Cynthia Keppel, a professor at Hampton University and a research scientist with Jefferson Lab, has been named the director of Hampton University's new Center for Advanced Medical Instrumentation.
Interest in the recently formed research center is keen as work is already underway to develop an array of portable, hand-held, non-invasive, medical diagnostic devices.
The idea for creating the Center for Advanced Medical Instrumentation — known more commonly by its acronym "CAMI" — was born in the mid-1990s from informal discussions between Keppel and Jefferson Lab's Detector Group leader, Stan Majewski.
Preparation of the site for the new CAMI research facility on Hampton University's campus is underway. An old building has been removed and ground work and basic infrastructure like plumbing is being laid for the new facility. The formal groundbreaking for the facility should take place later this summer. When complete in early 2004, the Center will enclose 12,000 square feet in two stories, housing primarily research labs and classrooms, but also some office space. Eventually, outpatient areas may be added. Research and development work is currently taking place in laboratory space in the City of Newport News Applied Research Center, which is adjacent to the Jefferson Lab campus.
Collaborations with Jefferson Lab scientists, specifically Stan Majewski, have led to the development of compact gamma cameras — adaptations of the sensitive gear used in the Lab's experimental halls to detect subatomic particles that can also be used to identify cancerous breast lesions that traditional mammograms have trouble differentiating from healthy breast tissue.
The CAMI/JLab partnership has also worked on intraoperative surgical probes that could be used during melanoma surgery, as well as a small, stereotactic breast imager that can work in conjunction with mammograms to improve the identification of suspicious lesions prior to biopsy. That device is currently being evaluated in clinical trials and thus far, based on confirming biopsies, has demonstrated a high success rate in pinpointing what is benign and what is malignant.
The devices rely on injectable solutions of radiopharmaceuticals, which are drugs that are labeled with radioactive isotopes. As the solution circulates throughout the body, it tends to accumulate in malignant cells. The congregated radiopharmaceuticals emit gamma rays, which are sensed as light by the devices and then converted into electronic signals that can be rendered as a visible image.
"What we will be looking to do is develop minimally invasive instrumentation," Keppel says. "We want to be able to locate and diagnose cancers more effectively. Everything coming out of the Center, at least in the immediate future, will be focused on finding better ways to locate or image those radiopharmaceuticals."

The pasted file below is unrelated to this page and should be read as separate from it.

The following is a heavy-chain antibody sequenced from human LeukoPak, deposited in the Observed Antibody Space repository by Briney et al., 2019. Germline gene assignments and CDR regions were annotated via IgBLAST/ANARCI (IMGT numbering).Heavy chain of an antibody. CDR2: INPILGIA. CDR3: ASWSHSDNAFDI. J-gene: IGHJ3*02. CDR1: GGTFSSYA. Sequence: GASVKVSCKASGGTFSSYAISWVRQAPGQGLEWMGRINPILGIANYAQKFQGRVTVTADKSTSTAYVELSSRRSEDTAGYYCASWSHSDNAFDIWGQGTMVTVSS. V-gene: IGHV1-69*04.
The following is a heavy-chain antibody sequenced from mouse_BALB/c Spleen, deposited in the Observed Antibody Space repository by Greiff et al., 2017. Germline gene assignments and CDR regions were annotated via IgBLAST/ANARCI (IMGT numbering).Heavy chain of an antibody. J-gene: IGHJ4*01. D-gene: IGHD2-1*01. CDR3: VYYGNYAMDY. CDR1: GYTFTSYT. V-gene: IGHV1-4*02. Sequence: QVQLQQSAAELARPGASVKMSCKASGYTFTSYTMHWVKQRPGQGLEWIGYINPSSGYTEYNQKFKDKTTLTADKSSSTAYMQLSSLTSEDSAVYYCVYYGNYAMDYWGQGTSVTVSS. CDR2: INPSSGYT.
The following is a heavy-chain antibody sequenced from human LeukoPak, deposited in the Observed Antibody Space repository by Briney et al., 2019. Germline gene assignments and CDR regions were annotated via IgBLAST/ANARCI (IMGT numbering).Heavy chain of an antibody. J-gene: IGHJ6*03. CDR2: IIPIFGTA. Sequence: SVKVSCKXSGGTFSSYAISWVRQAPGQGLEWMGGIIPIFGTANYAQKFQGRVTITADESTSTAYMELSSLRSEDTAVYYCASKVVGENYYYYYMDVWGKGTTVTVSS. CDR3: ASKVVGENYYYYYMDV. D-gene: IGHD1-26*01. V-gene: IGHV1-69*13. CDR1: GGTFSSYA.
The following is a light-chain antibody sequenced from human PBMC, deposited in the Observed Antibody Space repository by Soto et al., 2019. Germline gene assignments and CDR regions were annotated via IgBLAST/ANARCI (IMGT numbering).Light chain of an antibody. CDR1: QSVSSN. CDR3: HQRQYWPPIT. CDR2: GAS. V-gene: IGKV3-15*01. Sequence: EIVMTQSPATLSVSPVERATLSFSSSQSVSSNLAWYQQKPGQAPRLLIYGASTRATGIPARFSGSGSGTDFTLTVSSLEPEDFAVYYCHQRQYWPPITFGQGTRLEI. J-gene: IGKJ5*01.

Eastern Virginia Medical School (EVMS) in Norfolk will be joining with Hampton University's CAMI to establish a graduate program in medical physics. It will be the first such program in Virginia, and the first in the country at a historically black college. Any devices resulting from the collaboration will be evaluated both nationally and in clinical programs conducted at Tidewater-area hospitals.
Keppel is in the process of writing proposals that would fund Center personnel in medical physics, engineering and applied technology. In addition to five students and two part-time administrative assistants, Keppel expects up to 10 individuals from Hampton University, the Lab, and EVMS to staff CAMI. "We pool expertise in one place and we get the word out," she says. "The idea is to become an international resource for medical physics and to invite physicians, companies and patient advocacy groups to partner with us."
The types of devices being proposed by CAMI proponents would be precise, non-invasive, and portable, even small by comparison with many of the medical diagnostic imaging devices routinely used today. Although we're in a new millennium," Keppel quips, "we're not quite yet to the 'Star Trek' tricorder level, but someday we could be."
Additional innovation may lead to hand-held wireless devices that could do away with the thick cables now required for connection and operation. "The Trek-like tricorder is not that wild of an idea," Keppel contends. "It's entirely feasible that, eventually, diagnostic devices could be completely non-invasive."
"We have this technology and this knowledge," she says. "We should share it and help people. We can make a difference and, I think, quickly."